How a Liquidity Protocol Marketer Mines Web3’s ‘Most Sacred Data’

Yakov Sychev is the CMO of cross-chain liquidity protocol Eywa. He is helping marketers understand user journeys between Web 2 and Web3.

AccessTimeIconMay 21, 2024 at 7:53 p.m. UTC
Updated May 21, 2024 at 7:56 p.m. UTC

When marketer Yakov Sychev joined cross-chain liquidity protocol Eywa a month before its launch in November 2023, he was shocked to discover that there “were no really good tools” to measure how users interacted with blockchain contracts. Through Eywa’s cross-chain index, CrossCurve, users swap tokens across different chains — a layer Sychev, now Eywa’s Chief Marketing Officer, says “was getting neglected before I saw Cookie3.”

This interview is part of CoinDesk's Web3 Marketing Week.

A MarketingFi company, Cookie3 “is basically Google Analytics for Web3,” Sychev says, where Eywa’s users value anonymity and decentralization above all. To attract and retain these customers while giving them the power and privacy Web3 has to offer, Sychev needed to figure out the user journey without relying on Web2 analytics. How were users getting to Eywa’s products? What partners could Eywa work with to entice new ones?

Cookie3 could answer these questions without revealing any information that’s not already on the blockchain. “They’re giving me the format and tools to read this data in a way that doesn’t require a developer,” Sychev says. “As a marketer, I don't want to be writing code.” Cookie3 translates the blockchain into marketing speak for him.

What work were you doing before becoming CMO at Eywa?

I was working on a crypto accounting app that was in between Web2 and Web3. We used a lot of Web2 tools and didn't need Web3 analytics. Before that, I was mostly working on Web2 projects, including automation for educational webinars. We needed to connect incoming traffic to its sources, like a Telegram username to that user’s actions in a webinar room.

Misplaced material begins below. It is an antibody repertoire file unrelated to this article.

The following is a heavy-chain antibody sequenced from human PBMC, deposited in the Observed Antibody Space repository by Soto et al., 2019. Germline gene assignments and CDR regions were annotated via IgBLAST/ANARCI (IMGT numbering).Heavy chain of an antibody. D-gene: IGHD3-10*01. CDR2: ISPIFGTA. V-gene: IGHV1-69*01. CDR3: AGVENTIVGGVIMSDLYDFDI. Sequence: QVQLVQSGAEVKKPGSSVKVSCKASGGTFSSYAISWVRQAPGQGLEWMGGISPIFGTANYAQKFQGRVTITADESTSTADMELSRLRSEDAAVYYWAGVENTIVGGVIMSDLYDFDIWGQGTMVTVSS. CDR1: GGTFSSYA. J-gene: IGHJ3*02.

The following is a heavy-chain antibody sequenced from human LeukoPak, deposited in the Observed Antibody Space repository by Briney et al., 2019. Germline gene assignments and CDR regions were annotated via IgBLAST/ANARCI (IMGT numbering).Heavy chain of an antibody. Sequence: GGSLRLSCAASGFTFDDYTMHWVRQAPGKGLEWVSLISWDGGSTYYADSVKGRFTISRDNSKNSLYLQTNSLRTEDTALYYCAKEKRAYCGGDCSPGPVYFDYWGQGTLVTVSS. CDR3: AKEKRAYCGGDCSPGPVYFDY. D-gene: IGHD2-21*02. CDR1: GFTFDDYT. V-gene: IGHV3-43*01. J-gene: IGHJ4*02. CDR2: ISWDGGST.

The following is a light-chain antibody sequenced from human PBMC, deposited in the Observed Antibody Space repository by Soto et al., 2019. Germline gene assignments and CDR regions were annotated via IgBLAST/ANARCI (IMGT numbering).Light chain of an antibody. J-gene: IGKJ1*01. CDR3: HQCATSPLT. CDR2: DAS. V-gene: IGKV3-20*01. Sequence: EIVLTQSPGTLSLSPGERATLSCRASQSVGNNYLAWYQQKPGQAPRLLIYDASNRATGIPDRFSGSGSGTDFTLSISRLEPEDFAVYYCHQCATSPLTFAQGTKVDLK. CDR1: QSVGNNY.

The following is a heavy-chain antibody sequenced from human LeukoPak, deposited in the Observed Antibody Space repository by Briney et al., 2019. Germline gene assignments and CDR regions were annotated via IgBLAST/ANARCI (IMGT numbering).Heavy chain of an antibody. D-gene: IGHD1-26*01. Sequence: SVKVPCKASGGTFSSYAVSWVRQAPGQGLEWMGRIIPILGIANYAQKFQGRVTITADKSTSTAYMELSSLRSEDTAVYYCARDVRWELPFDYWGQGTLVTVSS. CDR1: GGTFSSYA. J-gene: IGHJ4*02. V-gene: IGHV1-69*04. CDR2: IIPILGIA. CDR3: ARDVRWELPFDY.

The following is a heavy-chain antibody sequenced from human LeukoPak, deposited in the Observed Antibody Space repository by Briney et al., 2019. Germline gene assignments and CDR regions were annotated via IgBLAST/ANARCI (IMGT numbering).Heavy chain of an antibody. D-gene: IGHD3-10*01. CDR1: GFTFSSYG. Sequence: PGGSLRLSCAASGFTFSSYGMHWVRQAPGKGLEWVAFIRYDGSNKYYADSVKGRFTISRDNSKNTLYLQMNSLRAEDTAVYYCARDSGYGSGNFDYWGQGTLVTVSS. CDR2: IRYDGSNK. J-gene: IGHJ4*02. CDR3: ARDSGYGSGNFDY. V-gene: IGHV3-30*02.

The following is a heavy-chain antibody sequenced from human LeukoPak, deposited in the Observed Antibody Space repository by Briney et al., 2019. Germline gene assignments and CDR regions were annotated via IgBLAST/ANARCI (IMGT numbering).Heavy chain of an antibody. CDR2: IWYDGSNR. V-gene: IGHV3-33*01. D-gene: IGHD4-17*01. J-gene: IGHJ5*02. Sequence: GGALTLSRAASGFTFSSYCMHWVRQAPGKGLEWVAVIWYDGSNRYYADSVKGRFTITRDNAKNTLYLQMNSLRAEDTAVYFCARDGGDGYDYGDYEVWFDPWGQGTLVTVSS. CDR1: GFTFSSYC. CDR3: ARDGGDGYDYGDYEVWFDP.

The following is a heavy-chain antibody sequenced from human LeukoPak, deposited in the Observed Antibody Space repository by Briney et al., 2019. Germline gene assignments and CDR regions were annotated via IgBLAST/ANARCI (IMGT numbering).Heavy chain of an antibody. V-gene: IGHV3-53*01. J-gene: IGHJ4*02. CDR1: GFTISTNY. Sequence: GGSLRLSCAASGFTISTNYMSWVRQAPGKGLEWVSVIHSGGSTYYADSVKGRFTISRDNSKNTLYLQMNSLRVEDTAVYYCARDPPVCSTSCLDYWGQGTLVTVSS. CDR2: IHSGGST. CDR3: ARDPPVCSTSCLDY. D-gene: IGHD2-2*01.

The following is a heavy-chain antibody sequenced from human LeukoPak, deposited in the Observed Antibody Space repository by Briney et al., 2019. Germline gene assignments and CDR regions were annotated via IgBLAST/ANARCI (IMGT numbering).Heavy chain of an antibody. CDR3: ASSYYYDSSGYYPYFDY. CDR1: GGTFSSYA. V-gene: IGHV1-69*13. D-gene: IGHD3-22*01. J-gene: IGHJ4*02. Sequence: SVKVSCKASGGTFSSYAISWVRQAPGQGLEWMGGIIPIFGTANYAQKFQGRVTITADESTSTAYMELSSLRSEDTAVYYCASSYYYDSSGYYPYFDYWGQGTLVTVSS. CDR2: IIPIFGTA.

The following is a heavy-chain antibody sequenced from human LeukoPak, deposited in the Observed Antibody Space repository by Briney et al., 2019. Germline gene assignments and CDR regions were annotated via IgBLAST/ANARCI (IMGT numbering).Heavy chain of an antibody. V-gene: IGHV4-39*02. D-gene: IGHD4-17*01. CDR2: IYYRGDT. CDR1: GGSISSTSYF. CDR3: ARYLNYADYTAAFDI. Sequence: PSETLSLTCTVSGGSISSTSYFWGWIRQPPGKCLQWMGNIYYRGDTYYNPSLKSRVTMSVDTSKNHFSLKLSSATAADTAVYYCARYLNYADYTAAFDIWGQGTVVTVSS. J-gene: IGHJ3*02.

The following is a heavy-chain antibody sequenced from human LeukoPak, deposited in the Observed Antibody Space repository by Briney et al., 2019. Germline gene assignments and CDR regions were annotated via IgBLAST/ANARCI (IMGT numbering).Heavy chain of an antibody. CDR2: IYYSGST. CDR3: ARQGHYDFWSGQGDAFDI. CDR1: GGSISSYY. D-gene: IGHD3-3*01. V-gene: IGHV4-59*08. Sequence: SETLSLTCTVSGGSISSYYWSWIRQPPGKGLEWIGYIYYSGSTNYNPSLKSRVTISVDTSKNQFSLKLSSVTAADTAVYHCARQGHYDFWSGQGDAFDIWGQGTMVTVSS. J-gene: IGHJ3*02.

We built funnels that showed users’ journeys and automated them. We could see how many were on different stages of the funnel and how many minutes the user was on the webinar. You could see, for example, if a customer went through a bot to a webinar, or from a Facebook ad.

How do those funnels look different in Web3?

I started to understand how different they are with the Eywa project. With Web3, you have another layer of data in the blockchain. Users don't just interact with your websites or systems in-house. They interact with your blockchain contracts by buying, selling, or swapping tokens.

Before Cookie3, I couldn’t measure the quality of the audience or the metrics on blockchain. I could see how people went to my website through Web2 analytics tools, but I couldn’t see what people were doing on-chain, which is the most sacred data in Web3 projects. On-chain data is very valuable to investors. It shows how much you're growing.